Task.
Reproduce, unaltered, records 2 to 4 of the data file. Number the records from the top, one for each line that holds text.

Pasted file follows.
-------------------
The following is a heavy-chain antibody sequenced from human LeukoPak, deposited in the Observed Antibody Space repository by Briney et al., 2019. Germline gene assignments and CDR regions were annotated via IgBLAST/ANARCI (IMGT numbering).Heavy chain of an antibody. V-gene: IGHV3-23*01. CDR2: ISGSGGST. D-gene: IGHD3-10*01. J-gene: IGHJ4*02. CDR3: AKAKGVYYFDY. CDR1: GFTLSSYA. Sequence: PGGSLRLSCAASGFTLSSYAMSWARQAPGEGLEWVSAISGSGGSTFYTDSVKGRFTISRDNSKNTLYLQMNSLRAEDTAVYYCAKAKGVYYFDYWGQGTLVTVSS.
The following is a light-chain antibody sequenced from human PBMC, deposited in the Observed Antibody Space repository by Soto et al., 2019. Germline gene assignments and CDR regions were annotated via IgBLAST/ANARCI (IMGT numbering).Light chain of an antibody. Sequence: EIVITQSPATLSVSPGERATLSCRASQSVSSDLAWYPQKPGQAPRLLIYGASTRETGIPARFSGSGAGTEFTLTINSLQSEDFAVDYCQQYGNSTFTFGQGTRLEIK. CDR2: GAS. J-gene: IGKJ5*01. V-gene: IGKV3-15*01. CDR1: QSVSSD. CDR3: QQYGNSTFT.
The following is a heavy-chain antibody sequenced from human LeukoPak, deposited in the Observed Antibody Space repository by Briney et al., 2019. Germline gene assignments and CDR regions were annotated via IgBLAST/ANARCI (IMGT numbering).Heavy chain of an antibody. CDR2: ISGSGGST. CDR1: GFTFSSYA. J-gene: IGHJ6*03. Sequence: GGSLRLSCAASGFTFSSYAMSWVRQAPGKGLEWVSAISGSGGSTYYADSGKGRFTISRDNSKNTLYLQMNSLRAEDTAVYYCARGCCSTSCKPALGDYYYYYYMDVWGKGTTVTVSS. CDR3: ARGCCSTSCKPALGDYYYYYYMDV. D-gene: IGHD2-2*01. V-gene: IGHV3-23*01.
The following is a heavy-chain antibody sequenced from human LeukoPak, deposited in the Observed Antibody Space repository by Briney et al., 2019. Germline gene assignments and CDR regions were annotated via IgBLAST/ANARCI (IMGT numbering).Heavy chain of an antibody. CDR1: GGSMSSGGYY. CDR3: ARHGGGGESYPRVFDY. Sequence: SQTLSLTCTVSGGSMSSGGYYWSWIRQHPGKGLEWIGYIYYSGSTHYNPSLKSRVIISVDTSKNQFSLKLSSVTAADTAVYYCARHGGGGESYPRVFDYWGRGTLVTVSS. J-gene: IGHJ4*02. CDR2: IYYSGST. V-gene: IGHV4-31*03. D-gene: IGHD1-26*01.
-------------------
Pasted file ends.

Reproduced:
The following is a light-chain antibody sequenced from human PBMC, deposited in the Observed Antibody Space repository by Soto et al., 2019. Germline gene assignments and CDR regions were annotated via IgBLAST/ANARCI (IMGT numbering).Light chain of an antibody. Sequence: EIVITQSPATLSVSPGERATLSCRASQSVSSDLAWYPQKPGQAPRLLIYGASTRETGIPARFSGSGAGTEFTLTINSLQSEDFAVDYCQQYGNSTFTFGQGTRLEIK. CDR2: GAS. J-gene: IGKJ5*01. V-gene: IGKV3-15*01. CDR1: QSVSSD. CDR3: QQYGNSTFT.
The following is a heavy-chain antibody sequenced from human LeukoPak, deposited in the Observed Antibody Space repository by Briney et al., 2019. Germline gene assignments and CDR regions were annotated via IgBLAST/ANARCI (IMGT numbering).Heavy chain of an antibody. CDR2: ISGSGGST. CDR1: GFTFSSYA. J-gene: IGHJ6*03. Sequence: GGSLRLSCAASGFTFSSYAMSWVRQAPGKGLEWVSAISGSGGSTYYADSGKGRFTISRDNSKNTLYLQMNSLRAEDTAVYYCARGCCSTSCKPALGDYYYYYYMDVWGKGTTVTVSS. CDR3: ARGCCSTSCKPALGDYYYYYYMDV. D-gene: IGHD2-2*01. V-gene: IGHV3-23*01.
The following is a heavy-chain antibody sequenced from human LeukoPak, deposited in the Observed Antibody Space repository by Briney et al., 2019. Germline gene assignments and CDR regions were annotated via IgBLAST/ANARCI (IMGT numbering).Heavy chain of an antibody. CDR1: GGSMSSGGYY. CDR3: ARHGGGGESYPRVFDY. Sequence: SQTLSLTCTVSGGSMSSGGYYWSWIRQHPGKGLEWIGYIYYSGSTHYNPSLKSRVIISVDTSKNQFSLKLSSVTAADTAVYYCARHGGGGESYPRVFDYWGRGTLVTVSS. J-gene: IGHJ4*02. CDR2: IYYSGST. V-gene: IGHV4-31*03. D-gene: IGHD1-26*01.